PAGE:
Childcare: The Future of Equality
As the demand for top talent increases, tech companies are becoming more supportive of their employees' family responsibilities.
Claire shares her story.
Read time: 4 mins
Being a working parent is demanding. It requires precision planning to prepare yourself and your little one(s) and get them to Childcare or School and you to work well dressed, fed and on time. Each day I achieve this accomplishment, I give myself a little pat on the back (#jobwelldone) and I haven't even started the working day yet!
I get up at 0600, do a bit of exercise and perhaps some household chores before my 9-year-old son gets up, then help him get ready for School. These days he is a little more independent, but I still need to check he puts on clean socks! I drop him off at school Breakfast Club at 0800, jump on the train to London and arrive at work around 0930 (depending on the reliability of the trains!).
We are a modern family and share the workload. My husband manages the opposite end of the day, travelling back from London before 6 pm to pick our son up from After School Club, having left the house around the same time I woke up in the morning.
We manage the trials and tribulations of navigating the school run and commuting to/from work, with each day bringing its own unique childcare related problems. But we manage and somehow have some sort of family life in between!
This routine might sound complex to some, but we are lucky. Our school offers these facilities at reasonable prices, my son enjoys them, plus our employers are very supportive and provide flexible working patterns, allowing us to juggle work with family life. Not everyone has these luxuries and many families struggle with balancing work and finding affordable childcare.
However, our routine is thrown out of kilter outside of term-time. School Holidays are a nightmare. Even if we wanted to, our annual holiday allowances would never cover the full period! There are plenty of childcare options; Summer Camps, playschemes, nannies - all of which cost an absolute fortune.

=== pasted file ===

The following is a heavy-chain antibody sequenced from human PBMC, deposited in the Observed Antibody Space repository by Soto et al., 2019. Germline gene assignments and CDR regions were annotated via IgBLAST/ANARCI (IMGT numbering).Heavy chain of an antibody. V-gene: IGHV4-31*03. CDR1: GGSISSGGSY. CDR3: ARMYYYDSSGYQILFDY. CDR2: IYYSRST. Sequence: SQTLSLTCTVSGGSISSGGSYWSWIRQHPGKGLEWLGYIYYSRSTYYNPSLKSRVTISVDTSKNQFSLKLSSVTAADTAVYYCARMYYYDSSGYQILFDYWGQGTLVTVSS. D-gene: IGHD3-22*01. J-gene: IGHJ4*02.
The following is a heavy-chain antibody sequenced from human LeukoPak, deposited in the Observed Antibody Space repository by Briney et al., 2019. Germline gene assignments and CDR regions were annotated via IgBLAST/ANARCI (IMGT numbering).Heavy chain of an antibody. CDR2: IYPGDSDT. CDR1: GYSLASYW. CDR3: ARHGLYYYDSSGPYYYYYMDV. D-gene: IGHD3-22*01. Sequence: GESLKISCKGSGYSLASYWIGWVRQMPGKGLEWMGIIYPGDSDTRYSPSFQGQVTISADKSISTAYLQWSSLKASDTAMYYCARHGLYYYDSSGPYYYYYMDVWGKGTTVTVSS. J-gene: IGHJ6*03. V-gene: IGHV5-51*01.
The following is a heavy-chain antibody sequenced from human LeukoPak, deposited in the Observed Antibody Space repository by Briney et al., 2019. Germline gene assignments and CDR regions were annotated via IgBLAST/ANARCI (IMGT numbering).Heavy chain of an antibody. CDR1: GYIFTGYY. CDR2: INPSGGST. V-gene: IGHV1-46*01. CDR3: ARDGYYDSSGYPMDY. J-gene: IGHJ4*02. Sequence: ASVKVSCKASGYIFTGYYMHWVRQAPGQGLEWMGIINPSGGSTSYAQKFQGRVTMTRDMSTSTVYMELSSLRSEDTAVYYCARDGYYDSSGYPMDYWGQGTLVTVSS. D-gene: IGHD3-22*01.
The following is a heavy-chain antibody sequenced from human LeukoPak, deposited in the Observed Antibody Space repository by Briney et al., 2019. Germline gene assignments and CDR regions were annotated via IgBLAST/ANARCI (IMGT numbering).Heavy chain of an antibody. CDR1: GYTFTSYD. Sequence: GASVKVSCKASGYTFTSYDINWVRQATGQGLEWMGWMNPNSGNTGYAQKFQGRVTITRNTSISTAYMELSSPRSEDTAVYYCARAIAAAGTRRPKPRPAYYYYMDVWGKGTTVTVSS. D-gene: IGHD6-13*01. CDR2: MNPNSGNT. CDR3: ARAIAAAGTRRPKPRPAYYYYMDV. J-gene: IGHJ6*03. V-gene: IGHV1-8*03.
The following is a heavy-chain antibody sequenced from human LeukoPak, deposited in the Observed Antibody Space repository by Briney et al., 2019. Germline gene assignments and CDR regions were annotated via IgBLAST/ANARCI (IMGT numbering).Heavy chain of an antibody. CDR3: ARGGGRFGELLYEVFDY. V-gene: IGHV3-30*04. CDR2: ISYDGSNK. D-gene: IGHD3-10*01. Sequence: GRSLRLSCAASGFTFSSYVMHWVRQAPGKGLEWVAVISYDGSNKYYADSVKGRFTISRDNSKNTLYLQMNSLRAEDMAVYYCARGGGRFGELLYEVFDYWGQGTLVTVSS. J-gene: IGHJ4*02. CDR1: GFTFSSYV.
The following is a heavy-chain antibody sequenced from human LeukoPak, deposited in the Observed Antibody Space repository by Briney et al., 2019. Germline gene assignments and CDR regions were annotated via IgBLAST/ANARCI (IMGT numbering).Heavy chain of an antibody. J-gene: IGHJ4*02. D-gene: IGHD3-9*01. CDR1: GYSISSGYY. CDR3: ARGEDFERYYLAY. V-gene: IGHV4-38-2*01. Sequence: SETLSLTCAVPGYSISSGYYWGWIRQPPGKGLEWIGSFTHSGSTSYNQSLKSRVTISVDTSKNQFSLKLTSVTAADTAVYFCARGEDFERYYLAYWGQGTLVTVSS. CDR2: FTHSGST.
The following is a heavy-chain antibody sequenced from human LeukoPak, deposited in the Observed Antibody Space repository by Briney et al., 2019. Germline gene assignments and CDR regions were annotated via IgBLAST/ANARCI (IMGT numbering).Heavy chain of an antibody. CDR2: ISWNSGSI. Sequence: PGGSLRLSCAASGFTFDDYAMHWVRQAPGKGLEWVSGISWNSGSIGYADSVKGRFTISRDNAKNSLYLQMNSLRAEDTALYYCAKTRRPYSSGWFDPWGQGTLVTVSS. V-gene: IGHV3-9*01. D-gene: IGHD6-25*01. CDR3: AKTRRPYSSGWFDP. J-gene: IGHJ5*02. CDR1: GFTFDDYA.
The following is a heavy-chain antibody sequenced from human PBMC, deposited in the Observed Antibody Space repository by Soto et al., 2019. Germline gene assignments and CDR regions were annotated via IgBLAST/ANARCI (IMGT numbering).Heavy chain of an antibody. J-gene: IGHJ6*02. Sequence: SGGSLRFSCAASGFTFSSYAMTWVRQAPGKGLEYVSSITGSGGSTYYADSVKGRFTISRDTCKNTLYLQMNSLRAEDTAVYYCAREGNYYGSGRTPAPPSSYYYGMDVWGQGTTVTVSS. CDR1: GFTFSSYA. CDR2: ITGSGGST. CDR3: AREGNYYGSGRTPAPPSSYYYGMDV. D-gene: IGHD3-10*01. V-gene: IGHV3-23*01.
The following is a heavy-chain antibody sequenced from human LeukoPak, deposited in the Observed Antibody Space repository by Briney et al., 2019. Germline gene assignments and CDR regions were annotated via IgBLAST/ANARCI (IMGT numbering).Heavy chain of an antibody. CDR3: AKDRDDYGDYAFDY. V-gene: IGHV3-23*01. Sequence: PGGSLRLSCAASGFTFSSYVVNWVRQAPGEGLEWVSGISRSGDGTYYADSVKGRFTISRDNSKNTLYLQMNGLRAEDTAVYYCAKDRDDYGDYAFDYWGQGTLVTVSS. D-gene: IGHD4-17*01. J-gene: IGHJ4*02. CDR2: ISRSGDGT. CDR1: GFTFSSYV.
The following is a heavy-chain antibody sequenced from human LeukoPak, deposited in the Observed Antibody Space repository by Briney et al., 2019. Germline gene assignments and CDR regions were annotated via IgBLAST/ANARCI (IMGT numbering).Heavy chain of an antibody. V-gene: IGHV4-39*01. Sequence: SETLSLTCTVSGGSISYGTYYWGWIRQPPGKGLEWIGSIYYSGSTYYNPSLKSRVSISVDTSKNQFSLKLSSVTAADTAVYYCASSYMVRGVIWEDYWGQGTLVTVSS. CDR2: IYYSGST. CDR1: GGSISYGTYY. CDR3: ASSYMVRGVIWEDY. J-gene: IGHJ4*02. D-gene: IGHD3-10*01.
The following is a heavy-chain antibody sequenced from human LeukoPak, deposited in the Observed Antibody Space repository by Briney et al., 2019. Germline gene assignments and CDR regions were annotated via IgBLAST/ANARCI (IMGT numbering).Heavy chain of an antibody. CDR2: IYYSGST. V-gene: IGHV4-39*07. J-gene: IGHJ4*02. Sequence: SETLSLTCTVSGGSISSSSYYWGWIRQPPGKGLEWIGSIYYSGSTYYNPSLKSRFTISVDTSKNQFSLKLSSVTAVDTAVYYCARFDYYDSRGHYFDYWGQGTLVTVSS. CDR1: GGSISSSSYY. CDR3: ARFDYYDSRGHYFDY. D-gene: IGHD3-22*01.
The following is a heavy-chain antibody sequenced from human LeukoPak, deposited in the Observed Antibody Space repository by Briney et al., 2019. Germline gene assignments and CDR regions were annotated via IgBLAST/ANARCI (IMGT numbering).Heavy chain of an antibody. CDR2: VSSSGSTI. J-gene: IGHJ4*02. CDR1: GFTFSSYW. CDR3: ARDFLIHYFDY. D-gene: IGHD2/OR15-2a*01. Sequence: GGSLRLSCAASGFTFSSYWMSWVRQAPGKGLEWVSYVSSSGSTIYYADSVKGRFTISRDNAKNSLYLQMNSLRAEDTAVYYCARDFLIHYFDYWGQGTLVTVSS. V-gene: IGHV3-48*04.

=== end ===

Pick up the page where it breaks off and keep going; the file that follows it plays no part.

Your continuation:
So each time our son has a school holiday the negotiations begin. Can we afford to pay for childcare? If not, who is going to take extra time off work to look after the kids - Mum or Dad? We normally balance our work schedules with outstanding holiday balance and generally share the load. But why should the affordability of childcare options define and dictate our working patterns and ability to succeed in our careers?
I have used a variety of different childcare methods throughout the years. Nursery, childminders, babysitters, live-out nannies, nanny shares, holiday schemes, before and after school clubs. I have had different needs during different points in my life so required the range of options. However, there has been a consistent theme across them all - the eye-watering cost. Frequently our childcare costs have been more than our mortgage (and we only have one child!)
Working parenthood is an 18-year job, and it is done by both men and women, biological and adoptive, gay and straight, in all kinds of family structures, with 95% of families with at least one working parent.
Given this complexity, it's hardly surprising many parents chose not to go back to work after having children. When you take into account the cost of commuting, a well-paid job is required to break even, never mind make a living. How is this fair and equal? What can we do about it as both individuals and companies?
Research shows employees place the highest value on benefits that are relatively low-cost to employers, such as flexible hours, more paid vacation time, and work-from-home options. All features that help alleviate balancing work with the rising cost of childcare. Many companies take this problem seriously, considering how their organisation can support working parents, to ensure they attract and retain the best staff. This has never been more important in the Technology industry where the digital skills gap is rising and the war for talent becomes more competitive. This situation could create a great opportunity for parents returning to work in the industry after a break. Employers now strive to show they take inclusivity and diversity seriously and are willing to go the extra mile for the right people. They want to help their staff with their daily battles finding childcare, to support their growth and unlock potential. What is stopping one of them being you?
Claire Donald is a Project & Program Manager with over 15 years’ experience delivering IT infrastructure and application projects using traditional, agile and continuous delivery methods. She has a high tolerance for ambiguity and have worked within fast-paced and high-pressure environments, taking an entrepreneurial approach. She is currently completing an Executive MBA at Surrey Business School.